FILE - Congolese independent electoral commission (CENI) officials count the presidential ballots from over 900 polling stations at a local results compilation center in Kinshasa, Jan. 4, 2019.
FILE - Congolese independent electoral commission (CENI) officials count the presidential ballots from over 900 polling stations at a local results compilation center in Kinshasa, Jan. 4, 2019.

KINSHASA - Congo's neighbors are calling for a vote recount in the disputed presidential election and suggesting the formation of a government of national unity to avoid possible instability.
The statements by the southern African and Great Lakes regional blocs put new pressure on the government of outgoing President Joseph Kabila to find a peaceful and transparent solution to a growing electoral crisis in one of Africa's largest and most mineral-rich nations.

Accompanied by his wife and his lawyers, Congo opposition candidate Martin Fayulu, center, petitions the constitutional court following his loss in the presidential elections in Kinshasa, Congo, Saturday Jan. 12, 2019.
DR Congo Opposition Candidate Fayulu Challenges Election Results in Court
Democratic Republic of Congo presidential runner-up Martin Fayulu has challenged the outcome of the country's election in court, claiming he defeated opposition candidate Felix Tshisekedi by a wide margin.Fayulu's opposition coalition said Friday he captured 61 percent of the vote, citing figures from the Catholic Church, which placed 40,000 election observers across the Central African country. The coalition said Tshisekedi won 18 percent of the vote.

The declared presidential runner-up, Martin Fayulu, filed a court challenge over the weekend demanding a recount, citing figures compiled by the influential Catholic Church's 40,000 election observers that found he won 61 percent of the vote.
Fayulu accuses Kabila of making a backroom deal to declare as the winner opposition leader Felix Tshisekedi, who came in a distant second according to the Catholic Church's results. Kabila is suspected of such a deal to protect his vast assets from Fayulu's anti-corruption efforts. Congo is a major source of the minerals central to smartphones and electric cars worldwide.

Felix Tshisekedi, leader of the Congolese main opposition party, the Union for Democracy and Social Progress who was announced as the winner of the presidential elections, gestures to his supporters in Kinshasa, Democratic Republic of Congo, Jan. 10,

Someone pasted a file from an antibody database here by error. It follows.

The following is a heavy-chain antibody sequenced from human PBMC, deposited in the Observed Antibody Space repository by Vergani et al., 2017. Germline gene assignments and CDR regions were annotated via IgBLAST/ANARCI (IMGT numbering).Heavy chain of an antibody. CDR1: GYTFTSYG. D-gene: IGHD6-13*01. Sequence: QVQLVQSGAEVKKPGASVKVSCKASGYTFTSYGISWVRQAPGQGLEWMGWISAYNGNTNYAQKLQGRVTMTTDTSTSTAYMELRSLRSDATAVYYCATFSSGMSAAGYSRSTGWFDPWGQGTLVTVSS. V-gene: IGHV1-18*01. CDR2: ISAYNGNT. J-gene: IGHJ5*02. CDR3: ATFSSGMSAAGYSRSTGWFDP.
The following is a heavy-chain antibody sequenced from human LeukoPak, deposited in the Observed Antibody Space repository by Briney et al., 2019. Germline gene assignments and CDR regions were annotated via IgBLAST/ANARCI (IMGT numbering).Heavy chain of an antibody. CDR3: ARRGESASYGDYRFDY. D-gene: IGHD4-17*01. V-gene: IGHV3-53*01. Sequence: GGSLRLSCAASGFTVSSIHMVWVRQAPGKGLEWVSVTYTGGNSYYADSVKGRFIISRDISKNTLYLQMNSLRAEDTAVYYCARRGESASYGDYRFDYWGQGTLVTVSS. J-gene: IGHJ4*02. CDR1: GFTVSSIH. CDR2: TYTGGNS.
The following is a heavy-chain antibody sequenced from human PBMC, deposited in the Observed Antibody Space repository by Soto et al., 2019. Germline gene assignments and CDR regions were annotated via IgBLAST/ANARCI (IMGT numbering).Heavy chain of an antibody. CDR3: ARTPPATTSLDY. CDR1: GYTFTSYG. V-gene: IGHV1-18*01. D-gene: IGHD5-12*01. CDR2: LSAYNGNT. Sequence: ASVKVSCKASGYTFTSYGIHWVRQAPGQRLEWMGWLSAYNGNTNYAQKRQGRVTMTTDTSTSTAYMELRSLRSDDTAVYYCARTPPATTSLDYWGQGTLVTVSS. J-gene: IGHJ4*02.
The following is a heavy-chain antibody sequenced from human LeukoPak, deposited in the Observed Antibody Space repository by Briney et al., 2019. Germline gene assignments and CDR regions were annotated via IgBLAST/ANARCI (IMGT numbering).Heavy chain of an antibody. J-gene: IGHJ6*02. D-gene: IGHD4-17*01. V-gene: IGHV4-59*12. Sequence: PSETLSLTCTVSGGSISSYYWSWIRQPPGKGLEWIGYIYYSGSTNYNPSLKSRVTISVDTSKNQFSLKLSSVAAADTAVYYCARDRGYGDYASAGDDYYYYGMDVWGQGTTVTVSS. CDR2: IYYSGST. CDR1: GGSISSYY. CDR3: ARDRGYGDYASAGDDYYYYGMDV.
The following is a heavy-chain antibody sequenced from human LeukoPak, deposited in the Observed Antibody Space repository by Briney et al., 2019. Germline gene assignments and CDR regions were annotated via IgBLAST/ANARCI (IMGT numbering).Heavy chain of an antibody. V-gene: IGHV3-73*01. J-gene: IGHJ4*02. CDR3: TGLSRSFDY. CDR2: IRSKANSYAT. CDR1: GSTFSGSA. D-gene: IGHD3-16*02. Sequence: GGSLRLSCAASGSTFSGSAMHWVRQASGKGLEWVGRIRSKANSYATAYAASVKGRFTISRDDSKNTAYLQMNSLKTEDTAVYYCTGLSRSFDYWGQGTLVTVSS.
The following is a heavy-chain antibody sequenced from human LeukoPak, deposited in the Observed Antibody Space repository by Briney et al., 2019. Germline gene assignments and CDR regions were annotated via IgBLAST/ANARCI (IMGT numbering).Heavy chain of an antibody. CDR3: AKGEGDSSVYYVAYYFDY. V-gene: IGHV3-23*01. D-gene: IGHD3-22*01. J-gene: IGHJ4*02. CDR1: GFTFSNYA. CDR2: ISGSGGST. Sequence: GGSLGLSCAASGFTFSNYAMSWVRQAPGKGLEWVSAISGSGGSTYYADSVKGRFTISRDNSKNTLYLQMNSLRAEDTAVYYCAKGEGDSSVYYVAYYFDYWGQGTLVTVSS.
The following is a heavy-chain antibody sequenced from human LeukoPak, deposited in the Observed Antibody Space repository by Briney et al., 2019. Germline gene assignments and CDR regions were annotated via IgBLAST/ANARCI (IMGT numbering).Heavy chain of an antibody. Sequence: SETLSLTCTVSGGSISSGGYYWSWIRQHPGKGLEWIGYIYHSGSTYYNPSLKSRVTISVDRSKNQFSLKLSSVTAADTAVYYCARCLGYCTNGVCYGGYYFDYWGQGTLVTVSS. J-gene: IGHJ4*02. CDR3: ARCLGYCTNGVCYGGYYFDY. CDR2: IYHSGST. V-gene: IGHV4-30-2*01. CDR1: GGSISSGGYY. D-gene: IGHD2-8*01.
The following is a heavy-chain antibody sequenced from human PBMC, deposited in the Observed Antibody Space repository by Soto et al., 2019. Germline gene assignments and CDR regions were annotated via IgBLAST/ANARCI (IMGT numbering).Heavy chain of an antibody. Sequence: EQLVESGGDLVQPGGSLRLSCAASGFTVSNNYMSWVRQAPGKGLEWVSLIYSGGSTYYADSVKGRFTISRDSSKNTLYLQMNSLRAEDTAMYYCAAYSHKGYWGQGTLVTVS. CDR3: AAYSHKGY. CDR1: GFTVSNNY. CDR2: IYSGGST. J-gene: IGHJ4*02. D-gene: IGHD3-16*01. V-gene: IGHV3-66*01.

DR Congo Opposition Leader Cries Foul After Tshisekedi Declared Winner
The runner-up of the Democratic Republic of Congo’s presidential election is dismissing the official results showing Felix Tshisekedi winning the Dec. 30 vote as a sham.The country’s election board, CENI, announced early Thursday that Tshisekedi won just more than 38 percent of the vote, surprising observers after pre-election polls projected that fellow opposition leader Martin Fayulu would win the vote.

Congo's electoral commission has said Tshisekedi won 38 percent of the vote and Fayulu 34 percent. It later announced that Kabila's ruling coalition had won a majority in legislative and provincial elections, which would constrain any attempted reforms by Tshisekedi if he takes power.
Kabila met Sunday with the members of his coalition, announcing they would eventually reach out to the newly elected Tshisekedi for "cohabitation" in parliament.
The disparity in the ruling coalition's results in the presidential and other elections has raised questions in a vote also troubled by the malfunctioning of voting machines, polling stations that opened hours late and the last-minute decision to bar some 1 million voters in two communities affected by a deadly Ebola outbreak.
The Great Lakes statement issued overnight expressed "deep concern" about the various challenges to the official results, and urged Congolese authorities to be more transparent in the interest of the country's stability.
It followed a similar statement by the influential Southern African Development Community, which has 16 members including regional powers South Africa and Angola and rarely challenges countries' election results.
The statements by African groups may have more influence with Kabila's government, which has criticized Western pressure over two years of turbulent election delays as many worried that Kabila was seeking a way to stay in power.
The International Conference on the Great Lakes Regional group includes 11 countries including Angola, Burundi, Congo, Rwanda, Sudan and is led by the president of Congo's smaller neighbor Republic of Congo.
Fayulu's opposition coalition welcomed the new regional stance. "It would be dangerous not to support the democratic process," he said in a Twitter post.
Congo's 80 million people have been largely peaceful since the Dec. 30 vote but at least a dozen people have been killed in protests. Internet service, cut the day after the vote, remains off.